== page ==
Bumping strategy is a practice of allowing more senior level employees who become redundant in their jobs and the organization replaces them in alternate positions which currently are occupied other employees. Redundancy sets in for various reasons such as commercial reasons, employee morale, HR policy etc. The question to be answered is: whether bumping is the only an option available to employers? Can the organization consider saving the jobs of redundant senior employees at the cost of more junior colleagues?
An employer can avoid bumping if he/she has a good reason to do so. On the other hand, bumping can be used if the employer is able to show that the true reason for the dismissal of the bumped employee is redundancy and not some other reason, such as performance, which would take the dismissal outside the scope of redundancy and therefore make it potentially unfair. Bumping is a point to be considered under corporate governance of
what principles should employers follow while identifying the selection pool for redundant employees.
Even though organizations have considerable flexibility in determining the pool from which employees will be selected for redundancy, they must still consider being reasonable or running the risk that sacking will be deemed unfair. When assessing if an organization is being fair or reasonable in deciding on a selection pool of redundant employees, it is worth fixing a panel to decide parameters to term employees ‘redundant’ and to check whether other groups of employees are doing similar work. And, whether employees’ jobs are exchangeable and whether such transfers/exchanges are there in HR policies or not, and, whether employees are informed about such policies from time to time.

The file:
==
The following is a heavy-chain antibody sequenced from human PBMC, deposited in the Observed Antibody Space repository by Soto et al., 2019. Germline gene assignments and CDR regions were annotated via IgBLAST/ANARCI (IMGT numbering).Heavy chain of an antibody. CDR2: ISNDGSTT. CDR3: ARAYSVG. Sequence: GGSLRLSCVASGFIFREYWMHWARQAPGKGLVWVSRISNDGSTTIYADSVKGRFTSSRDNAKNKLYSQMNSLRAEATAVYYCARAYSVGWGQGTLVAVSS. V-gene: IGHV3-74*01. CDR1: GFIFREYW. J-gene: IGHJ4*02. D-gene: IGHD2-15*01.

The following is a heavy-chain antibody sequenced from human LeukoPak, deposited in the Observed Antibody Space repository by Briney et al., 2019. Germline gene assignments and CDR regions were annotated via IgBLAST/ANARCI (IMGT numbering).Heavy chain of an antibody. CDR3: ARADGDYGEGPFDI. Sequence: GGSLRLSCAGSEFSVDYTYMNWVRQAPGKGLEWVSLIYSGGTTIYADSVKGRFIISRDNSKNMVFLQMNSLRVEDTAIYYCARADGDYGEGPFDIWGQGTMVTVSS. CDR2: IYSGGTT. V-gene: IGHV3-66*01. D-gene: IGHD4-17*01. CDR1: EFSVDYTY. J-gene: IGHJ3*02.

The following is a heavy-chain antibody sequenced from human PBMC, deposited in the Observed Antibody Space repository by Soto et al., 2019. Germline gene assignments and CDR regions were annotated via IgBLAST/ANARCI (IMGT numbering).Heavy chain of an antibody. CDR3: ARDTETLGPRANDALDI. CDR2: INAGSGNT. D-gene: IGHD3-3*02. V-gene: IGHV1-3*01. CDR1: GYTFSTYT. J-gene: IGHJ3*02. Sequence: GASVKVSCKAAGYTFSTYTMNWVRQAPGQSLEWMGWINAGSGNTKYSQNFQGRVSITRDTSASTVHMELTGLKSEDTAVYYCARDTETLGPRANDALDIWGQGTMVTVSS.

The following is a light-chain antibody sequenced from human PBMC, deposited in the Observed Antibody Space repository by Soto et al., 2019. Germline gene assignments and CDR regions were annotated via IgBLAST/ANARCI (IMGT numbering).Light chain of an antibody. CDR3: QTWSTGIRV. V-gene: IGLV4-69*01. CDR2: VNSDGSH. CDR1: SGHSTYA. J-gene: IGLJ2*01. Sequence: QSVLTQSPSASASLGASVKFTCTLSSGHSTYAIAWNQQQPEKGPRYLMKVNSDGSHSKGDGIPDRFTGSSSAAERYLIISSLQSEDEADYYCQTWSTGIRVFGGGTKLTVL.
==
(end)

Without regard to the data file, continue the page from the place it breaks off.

It is worth to note whether highly skilled employees get automatically excluded from a redundancy selection pool: if a group of employees does similar work to those in the selection pool, an employer will need a good reason to exclude that group. One of the examples of bumping is in British Steel plc, London v Robertson (EAT 601/94), in which a group of craftsmen had been trained in all the skills required by the company. Redundancies were made from a pool of longer-serving engineers. The tribunal concluded that the multi-skilled craftsmen should have been in the selection pool, since they could do the same work. So employers should not exclude employees whose jobs are interchangeable with those of individuals in the pool unless they have a good business reason for doing so.
By the way, bumping is a practice used by many organizations to reserve talent pool during downsizing, wherein, a senior level employee, whose position has been selected for elimination, is offered the option of accepting an alternative position of lesser seniority within the organisation. Hence, bumping can be a useful strategy for employers who wish to retain the skills and experience of an employee who would otherwise be downsized. Many organization which practices ethical policies, are reluctant to consider bumping because of its obvious injustice to the employee who is bumped.
On the other hand, bumping maybe considered appropriate when an employer intends to make a senior role redundant but retain a more junior role, and especially if the senior level employee has more experience of service and better qualifications. In such instances, it is obviously prudent to ask the senior employee if he would consider working in a junior position at a reduced salary or would prefer to quit. In most cases, the employee would refuse to accept such a position. But often, an employee maybe inclined to accept the position in certain circumstances, when losing a job would affect him more adversely than accepting a relatively junior position. The bumped off junior employee may also opt for the same option, thus creating a flow of uncertainty in the business as each displaced employee looks to bump out his subordinate in turn. However, this situation does not arise, it is very rare.
Though the business world keeps talking about ethical values on various platforms, corporate ethical failures have become painfully common. World over, billions of dollars have been paid in fines by corporates charged with ethical breaches. In a survey conducted by ECI’s National Business Ethics Survey, while leaders pay holistic attention to conduct ethical business, workers take advantage of loopholes in system and compromise on the ethical standards set by the organizations. Every employee in an organization is exposed to the risk of facing an ethical dilemma at some point in time, and some ethical decisions can be more challenging.
Bumping can be a result of excessive pressure to reach unrealistic performance targets from the superiors. When imaginative goals are set, employees make compromising choices in order to reach targets, this leads to poor appraisals, resulting into redundancy.